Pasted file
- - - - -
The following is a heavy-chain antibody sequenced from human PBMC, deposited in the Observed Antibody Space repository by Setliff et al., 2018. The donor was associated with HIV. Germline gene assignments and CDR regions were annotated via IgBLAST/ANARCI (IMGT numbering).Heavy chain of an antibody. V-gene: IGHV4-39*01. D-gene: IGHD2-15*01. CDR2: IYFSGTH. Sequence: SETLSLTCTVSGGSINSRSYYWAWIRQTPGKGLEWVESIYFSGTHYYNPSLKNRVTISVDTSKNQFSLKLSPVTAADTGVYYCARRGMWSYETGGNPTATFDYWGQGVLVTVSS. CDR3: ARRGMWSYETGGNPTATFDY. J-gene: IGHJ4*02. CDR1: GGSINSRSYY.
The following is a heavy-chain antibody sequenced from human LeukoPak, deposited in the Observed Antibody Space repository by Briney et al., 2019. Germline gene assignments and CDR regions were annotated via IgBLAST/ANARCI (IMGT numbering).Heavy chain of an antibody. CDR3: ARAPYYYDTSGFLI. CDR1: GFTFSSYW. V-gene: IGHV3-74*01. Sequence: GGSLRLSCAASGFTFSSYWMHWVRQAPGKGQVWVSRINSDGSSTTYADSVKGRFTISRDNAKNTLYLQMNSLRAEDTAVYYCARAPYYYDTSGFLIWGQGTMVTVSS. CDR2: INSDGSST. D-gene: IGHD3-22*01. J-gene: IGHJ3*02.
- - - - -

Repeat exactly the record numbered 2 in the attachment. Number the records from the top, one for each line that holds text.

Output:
The following is a heavy-chain antibody sequenced from human LeukoPak, deposited in the Observed Antibody Space repository by Briney et al., 2019. Germline gene assignments and CDR regions were annotated via IgBLAST/ANARCI (IMGT numbering).Heavy chain of an antibody. CDR3: ARAPYYYDTSGFLI. CDR1: GFTFSSYW. V-gene: IGHV3-74*01. Sequence: GGSLRLSCAASGFTFSSYWMHWVRQAPGKGQVWVSRINSDGSSTTYADSVKGRFTISRDNAKNTLYLQMNSLRAEDTAVYYCARAPYYYDTSGFLIWGQGTMVTVSS. CDR2: INSDGSST. D-gene: IGHD3-22*01. J-gene: IGHJ3*02.